‘The Hunter’s Wife’ by Anthony Doerr

I love stories that play with the natural and supernatural, and ‘The Hunter’s Wife’ is a perfect example. I adore being so absorbed in a story that any paranormal, psychic or supernatural elements seem perfectly plausible, or secondary to the main plot. The Hunter’s Wife is full of beautiful, vivid descriptions of the hunter and his young (psychic!) wife falling in love in a remote cabin in the woods. God, I am revisiting it as I write this, and I’m just so completely in love with all of Doerr’s words. I challenge ye not to succumb to the infatuation also. An extract: “Their first winter passed like that. When he looked out the cabin window, he saw wolf tracks crossing the river, owls hunting from the trees, six feet of snow like a quilt ready to be thrown off. She saw burrowed dreamers nestled under roots against the long twilight, their dreams rippling into the sky like auroras. With love still lodged in his heart like a splinter, he married her in the first muds of spring.”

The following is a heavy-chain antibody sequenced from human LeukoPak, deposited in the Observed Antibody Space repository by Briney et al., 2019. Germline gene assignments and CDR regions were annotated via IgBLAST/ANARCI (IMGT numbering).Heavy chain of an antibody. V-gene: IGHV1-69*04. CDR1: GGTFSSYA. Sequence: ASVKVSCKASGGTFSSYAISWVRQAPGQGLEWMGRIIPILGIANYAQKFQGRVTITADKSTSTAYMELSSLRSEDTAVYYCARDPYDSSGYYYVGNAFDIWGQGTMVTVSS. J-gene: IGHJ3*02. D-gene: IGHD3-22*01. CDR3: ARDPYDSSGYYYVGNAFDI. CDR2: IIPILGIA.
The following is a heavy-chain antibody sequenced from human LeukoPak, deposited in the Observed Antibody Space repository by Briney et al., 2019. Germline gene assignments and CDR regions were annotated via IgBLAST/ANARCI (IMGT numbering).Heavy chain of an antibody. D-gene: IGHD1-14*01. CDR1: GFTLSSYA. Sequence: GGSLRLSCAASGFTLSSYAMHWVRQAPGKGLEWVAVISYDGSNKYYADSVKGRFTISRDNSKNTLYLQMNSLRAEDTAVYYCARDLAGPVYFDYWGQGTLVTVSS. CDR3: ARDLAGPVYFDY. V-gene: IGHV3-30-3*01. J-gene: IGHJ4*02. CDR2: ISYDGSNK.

First published in The Atlantic, May 2001 and available to read here

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